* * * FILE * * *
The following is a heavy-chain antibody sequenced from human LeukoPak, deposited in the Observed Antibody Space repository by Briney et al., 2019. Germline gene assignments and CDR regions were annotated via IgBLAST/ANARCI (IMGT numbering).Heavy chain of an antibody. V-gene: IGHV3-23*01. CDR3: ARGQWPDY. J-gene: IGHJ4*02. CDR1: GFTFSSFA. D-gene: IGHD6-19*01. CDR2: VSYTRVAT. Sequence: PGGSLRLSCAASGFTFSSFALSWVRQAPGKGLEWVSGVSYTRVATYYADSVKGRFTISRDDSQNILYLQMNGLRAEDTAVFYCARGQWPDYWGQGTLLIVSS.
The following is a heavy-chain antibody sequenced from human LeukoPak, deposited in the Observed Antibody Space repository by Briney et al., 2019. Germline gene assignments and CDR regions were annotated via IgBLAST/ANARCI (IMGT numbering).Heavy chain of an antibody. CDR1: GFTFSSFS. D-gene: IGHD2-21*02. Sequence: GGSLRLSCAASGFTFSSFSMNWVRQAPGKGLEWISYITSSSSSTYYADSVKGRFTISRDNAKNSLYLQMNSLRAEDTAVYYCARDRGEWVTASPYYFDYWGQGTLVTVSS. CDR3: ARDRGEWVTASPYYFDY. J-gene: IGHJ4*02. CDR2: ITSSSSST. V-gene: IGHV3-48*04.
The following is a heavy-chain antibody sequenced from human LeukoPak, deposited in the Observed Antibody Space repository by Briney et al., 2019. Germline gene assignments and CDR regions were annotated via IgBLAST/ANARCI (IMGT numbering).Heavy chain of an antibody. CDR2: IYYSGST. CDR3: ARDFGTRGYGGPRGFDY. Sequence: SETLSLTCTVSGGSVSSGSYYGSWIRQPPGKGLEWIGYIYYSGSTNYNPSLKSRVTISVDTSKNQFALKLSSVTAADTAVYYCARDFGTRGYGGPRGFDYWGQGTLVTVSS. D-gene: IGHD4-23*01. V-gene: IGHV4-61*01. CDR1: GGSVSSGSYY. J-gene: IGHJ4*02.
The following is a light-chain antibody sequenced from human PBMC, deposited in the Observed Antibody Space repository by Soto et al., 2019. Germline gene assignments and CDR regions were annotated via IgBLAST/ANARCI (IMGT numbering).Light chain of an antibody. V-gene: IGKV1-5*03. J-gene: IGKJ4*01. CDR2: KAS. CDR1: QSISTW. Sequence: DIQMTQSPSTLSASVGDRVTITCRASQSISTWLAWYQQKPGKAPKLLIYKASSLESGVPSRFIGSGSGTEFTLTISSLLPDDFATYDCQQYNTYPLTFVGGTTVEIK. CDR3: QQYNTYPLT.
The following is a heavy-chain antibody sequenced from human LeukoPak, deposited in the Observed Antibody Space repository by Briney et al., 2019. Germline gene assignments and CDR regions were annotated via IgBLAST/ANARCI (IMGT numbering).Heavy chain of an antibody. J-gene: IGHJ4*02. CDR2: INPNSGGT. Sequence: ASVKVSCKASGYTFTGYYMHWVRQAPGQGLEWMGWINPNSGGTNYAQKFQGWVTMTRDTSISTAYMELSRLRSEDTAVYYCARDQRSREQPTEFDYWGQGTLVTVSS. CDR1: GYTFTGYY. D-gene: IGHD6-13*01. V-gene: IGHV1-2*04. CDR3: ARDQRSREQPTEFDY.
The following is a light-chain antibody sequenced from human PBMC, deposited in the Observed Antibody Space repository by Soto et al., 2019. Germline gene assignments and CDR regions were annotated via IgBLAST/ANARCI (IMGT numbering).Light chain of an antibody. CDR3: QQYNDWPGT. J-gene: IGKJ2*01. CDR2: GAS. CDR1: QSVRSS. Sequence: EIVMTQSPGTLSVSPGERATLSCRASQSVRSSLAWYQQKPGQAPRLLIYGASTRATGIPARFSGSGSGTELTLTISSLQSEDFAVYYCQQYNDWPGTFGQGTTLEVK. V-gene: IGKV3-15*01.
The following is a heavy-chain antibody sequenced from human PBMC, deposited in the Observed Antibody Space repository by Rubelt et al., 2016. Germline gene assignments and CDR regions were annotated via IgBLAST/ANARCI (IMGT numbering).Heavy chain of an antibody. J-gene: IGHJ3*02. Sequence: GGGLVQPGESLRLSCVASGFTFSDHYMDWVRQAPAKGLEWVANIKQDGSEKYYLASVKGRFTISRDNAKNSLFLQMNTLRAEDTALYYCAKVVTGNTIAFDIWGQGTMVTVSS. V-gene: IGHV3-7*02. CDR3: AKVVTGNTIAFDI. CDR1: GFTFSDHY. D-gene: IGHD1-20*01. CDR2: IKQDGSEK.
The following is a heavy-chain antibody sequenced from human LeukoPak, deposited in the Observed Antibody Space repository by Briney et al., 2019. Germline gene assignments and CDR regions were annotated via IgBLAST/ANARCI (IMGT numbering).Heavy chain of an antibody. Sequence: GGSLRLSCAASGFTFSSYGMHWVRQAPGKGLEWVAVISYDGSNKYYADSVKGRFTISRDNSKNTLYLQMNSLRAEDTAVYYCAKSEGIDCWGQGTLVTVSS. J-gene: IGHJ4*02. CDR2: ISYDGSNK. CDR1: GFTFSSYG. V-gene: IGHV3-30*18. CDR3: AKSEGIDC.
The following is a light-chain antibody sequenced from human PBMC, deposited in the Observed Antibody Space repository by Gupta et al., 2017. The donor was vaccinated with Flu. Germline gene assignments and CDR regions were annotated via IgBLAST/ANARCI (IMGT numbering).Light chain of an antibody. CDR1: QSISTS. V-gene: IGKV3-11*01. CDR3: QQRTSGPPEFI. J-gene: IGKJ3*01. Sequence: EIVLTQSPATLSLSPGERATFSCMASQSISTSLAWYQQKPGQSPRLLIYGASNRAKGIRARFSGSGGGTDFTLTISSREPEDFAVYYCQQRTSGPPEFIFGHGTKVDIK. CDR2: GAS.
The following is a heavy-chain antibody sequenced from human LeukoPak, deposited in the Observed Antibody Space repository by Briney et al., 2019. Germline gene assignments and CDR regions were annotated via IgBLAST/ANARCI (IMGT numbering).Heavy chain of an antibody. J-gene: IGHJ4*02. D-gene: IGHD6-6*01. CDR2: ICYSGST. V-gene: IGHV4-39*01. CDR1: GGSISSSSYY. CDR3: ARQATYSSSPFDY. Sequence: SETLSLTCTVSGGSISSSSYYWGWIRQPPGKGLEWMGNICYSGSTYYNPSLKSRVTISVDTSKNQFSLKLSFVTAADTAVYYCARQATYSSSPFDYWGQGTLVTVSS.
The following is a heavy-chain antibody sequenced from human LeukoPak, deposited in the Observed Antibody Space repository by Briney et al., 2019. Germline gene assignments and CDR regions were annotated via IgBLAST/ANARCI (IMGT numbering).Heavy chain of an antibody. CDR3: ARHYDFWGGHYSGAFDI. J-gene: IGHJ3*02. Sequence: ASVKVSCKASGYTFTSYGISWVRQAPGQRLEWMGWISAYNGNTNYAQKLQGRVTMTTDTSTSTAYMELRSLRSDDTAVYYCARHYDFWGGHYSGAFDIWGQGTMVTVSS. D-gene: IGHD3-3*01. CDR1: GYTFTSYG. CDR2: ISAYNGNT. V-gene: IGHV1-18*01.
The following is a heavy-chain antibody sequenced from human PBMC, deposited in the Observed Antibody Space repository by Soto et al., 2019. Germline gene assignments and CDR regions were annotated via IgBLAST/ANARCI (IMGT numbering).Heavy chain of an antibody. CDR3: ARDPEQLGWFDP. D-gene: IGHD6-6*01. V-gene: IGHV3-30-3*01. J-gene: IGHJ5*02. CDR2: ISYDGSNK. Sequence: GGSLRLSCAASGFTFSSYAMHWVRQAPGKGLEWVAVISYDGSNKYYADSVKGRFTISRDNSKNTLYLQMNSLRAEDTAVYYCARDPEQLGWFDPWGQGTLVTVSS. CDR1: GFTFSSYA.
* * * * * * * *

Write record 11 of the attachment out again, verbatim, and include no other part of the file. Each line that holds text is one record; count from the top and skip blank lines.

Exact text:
The following is a heavy-chain antibody sequenced from human LeukoPak, deposited in the Observed Antibody Space repository by Briney et al., 2019. Germline gene assignments and CDR regions were annotated via IgBLAST/ANARCI (IMGT numbering).Heavy chain of an antibody. CDR3: ARHYDFWGGHYSGAFDI. J-gene: IGHJ3*02. Sequence: ASVKVSCKASGYTFTSYGISWVRQAPGQRLEWMGWISAYNGNTNYAQKLQGRVTMTTDTSTSTAYMELRSLRSDDTAVYYCARHYDFWGGHYSGAFDIWGQGTMVTVSS. D-gene: IGHD3-3*01. CDR1: GYTFTSYG. CDR2: ISAYNGNT. V-gene: IGHV1-18*01.